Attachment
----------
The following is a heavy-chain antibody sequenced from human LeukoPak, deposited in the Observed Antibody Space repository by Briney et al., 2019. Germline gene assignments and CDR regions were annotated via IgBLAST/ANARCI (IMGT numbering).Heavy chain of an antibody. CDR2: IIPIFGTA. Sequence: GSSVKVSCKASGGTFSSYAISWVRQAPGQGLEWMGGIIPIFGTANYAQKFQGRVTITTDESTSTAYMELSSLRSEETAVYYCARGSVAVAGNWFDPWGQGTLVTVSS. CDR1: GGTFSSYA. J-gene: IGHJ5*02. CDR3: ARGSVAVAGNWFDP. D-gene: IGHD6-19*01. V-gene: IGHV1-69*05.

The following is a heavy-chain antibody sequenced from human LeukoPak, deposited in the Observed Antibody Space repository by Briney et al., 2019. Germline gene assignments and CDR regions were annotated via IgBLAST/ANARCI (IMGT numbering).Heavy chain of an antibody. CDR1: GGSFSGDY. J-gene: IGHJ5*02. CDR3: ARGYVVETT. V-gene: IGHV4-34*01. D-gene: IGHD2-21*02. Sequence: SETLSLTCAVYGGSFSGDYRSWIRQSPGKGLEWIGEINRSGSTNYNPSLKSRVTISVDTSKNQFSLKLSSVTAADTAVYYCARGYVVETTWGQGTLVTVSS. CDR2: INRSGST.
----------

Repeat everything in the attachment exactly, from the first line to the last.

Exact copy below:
The following is a heavy-chain antibody sequenced from human LeukoPak, deposited in the Observed Antibody Space repository by Briney et al., 2019. Germline gene assignments and CDR regions were annotated via IgBLAST/ANARCI (IMGT numbering).Heavy chain of an antibody. CDR2: IIPIFGTA. Sequence: GSSVKVSCKASGGTFSSYAISWVRQAPGQGLEWMGGIIPIFGTANYAQKFQGRVTITTDESTSTAYMELSSLRSEETAVYYCARGSVAVAGNWFDPWGQGTLVTVSS. CDR1: GGTFSSYA. J-gene: IGHJ5*02. CDR3: ARGSVAVAGNWFDP. D-gene: IGHD6-19*01. V-gene: IGHV1-69*05.

The following is a heavy-chain antibody sequenced from human LeukoPak, deposited in the Observed Antibody Space repository by Briney et al., 2019. Germline gene assignments and CDR regions were annotated via IgBLAST/ANARCI (IMGT numbering).Heavy chain of an antibody. CDR1: GGSFSGDY. J-gene: IGHJ5*02. CDR3: ARGYVVETT. V-gene: IGHV4-34*01. D-gene: IGHD2-21*02. Sequence: SETLSLTCAVYGGSFSGDYRSWIRQSPGKGLEWIGEINRSGSTNYNPSLKSRVTISVDTSKNQFSLKLSSVTAADTAVYYCARGYVVETTWGQGTLVTVSS. CDR2: INRSGST.